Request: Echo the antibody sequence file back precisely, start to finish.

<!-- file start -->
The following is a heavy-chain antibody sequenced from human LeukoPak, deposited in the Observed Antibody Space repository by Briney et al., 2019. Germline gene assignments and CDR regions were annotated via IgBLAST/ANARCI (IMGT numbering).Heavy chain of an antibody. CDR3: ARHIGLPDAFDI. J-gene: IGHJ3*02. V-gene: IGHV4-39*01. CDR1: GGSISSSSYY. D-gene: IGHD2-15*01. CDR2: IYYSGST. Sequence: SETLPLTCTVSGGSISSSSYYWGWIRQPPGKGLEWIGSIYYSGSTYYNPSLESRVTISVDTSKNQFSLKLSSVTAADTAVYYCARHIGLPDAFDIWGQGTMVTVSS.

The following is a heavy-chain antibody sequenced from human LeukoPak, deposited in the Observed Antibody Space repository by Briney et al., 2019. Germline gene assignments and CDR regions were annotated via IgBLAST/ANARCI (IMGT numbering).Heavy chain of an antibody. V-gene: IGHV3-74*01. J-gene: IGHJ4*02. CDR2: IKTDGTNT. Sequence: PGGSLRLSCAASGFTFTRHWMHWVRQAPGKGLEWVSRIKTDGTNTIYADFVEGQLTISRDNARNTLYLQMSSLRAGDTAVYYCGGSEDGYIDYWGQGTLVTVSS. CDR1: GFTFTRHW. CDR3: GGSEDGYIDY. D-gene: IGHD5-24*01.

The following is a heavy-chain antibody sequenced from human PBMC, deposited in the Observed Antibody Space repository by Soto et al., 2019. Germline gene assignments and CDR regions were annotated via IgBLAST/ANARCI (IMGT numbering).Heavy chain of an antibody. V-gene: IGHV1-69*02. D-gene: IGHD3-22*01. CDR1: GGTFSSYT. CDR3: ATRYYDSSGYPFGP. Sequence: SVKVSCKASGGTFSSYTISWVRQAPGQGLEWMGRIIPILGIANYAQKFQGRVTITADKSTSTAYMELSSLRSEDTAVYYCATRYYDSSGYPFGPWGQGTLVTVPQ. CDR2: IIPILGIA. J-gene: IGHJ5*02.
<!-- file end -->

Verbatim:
The following is a heavy-chain antibody sequenced from human LeukoPak, deposited in the Observed Antibody Space repository by Briney et al., 2019. Germline gene assignments and CDR regions were annotated via IgBLAST/ANARCI (IMGT numbering).Heavy chain of an antibody. CDR3: ARHIGLPDAFDI. J-gene: IGHJ3*02. V-gene: IGHV4-39*01. CDR1: GGSISSSSYY. D-gene: IGHD2-15*01. CDR2: IYYSGST. Sequence: SETLPLTCTVSGGSISSSSYYWGWIRQPPGKGLEWIGSIYYSGSTYYNPSLESRVTISVDTSKNQFSLKLSSVTAADTAVYYCARHIGLPDAFDIWGQGTMVTVSS.

The following is a heavy-chain antibody sequenced from human LeukoPak, deposited in the Observed Antibody Space repository by Briney et al., 2019. Germline gene assignments and CDR regions were annotated via IgBLAST/ANARCI (IMGT numbering).Heavy chain of an antibody. V-gene: IGHV3-74*01. J-gene: IGHJ4*02. CDR2: IKTDGTNT. Sequence: PGGSLRLSCAASGFTFTRHWMHWVRQAPGKGLEWVSRIKTDGTNTIYADFVEGQLTISRDNARNTLYLQMSSLRAGDTAVYYCGGSEDGYIDYWGQGTLVTVSS. CDR1: GFTFTRHW. CDR3: GGSEDGYIDY. D-gene: IGHD5-24*01.

The following is a heavy-chain antibody sequenced from human PBMC, deposited in the Observed Antibody Space repository by Soto et al., 2019. Germline gene assignments and CDR regions were annotated via IgBLAST/ANARCI (IMGT numbering).Heavy chain of an antibody. V-gene: IGHV1-69*02. D-gene: IGHD3-22*01. CDR1: GGTFSSYT. CDR3: ATRYYDSSGYPFGP. Sequence: SVKVSCKASGGTFSSYTISWVRQAPGQGLEWMGRIIPILGIANYAQKFQGRVTITADKSTSTAYMELSSLRSEDTAVYYCATRYYDSSGYPFGPWGQGTLVTVPQ. CDR2: IIPILGIA. J-gene: IGHJ5*02.